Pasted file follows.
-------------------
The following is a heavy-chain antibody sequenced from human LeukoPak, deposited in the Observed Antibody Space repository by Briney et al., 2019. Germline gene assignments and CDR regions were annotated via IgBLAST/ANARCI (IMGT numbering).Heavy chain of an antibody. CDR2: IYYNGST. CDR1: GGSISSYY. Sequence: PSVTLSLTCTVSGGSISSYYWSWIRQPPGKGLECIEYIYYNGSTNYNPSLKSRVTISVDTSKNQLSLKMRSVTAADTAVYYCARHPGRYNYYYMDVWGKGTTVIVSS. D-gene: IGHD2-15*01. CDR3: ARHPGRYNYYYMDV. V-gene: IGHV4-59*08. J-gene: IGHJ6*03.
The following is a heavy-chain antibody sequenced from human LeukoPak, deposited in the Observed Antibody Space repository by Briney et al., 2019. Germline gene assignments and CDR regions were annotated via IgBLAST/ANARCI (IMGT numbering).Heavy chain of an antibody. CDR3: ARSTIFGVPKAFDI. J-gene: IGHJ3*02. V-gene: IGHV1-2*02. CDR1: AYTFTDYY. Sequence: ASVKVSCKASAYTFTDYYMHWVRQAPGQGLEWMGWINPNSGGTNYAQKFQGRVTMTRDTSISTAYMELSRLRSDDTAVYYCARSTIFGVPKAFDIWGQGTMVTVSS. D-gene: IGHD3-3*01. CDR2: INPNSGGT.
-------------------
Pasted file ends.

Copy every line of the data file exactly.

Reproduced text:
The following is a heavy-chain antibody sequenced from human LeukoPak, deposited in the Observed Antibody Space repository by Briney et al., 2019. Germline gene assignments and CDR regions were annotated via IgBLAST/ANARCI (IMGT numbering).Heavy chain of an antibody. CDR2: IYYNGST. CDR1: GGSISSYY. Sequence: PSVTLSLTCTVSGGSISSYYWSWIRQPPGKGLECIEYIYYNGSTNYNPSLKSRVTISVDTSKNQLSLKMRSVTAADTAVYYCARHPGRYNYYYMDVWGKGTTVIVSS. D-gene: IGHD2-15*01. CDR3: ARHPGRYNYYYMDV. V-gene: IGHV4-59*08. J-gene: IGHJ6*03.
The following is a heavy-chain antibody sequenced from human LeukoPak, deposited in the Observed Antibody Space repository by Briney et al., 2019. Germline gene assignments and CDR regions were annotated via IgBLAST/ANARCI (IMGT numbering).Heavy chain of an antibody. CDR3: ARSTIFGVPKAFDI. J-gene: IGHJ3*02. V-gene: IGHV1-2*02. CDR1: AYTFTDYY. Sequence: ASVKVSCKASAYTFTDYYMHWVRQAPGQGLEWMGWINPNSGGTNYAQKFQGRVTMTRDTSISTAYMELSRLRSDDTAVYYCARSTIFGVPKAFDIWGQGTMVTVSS. D-gene: IGHD3-3*01. CDR2: INPNSGGT.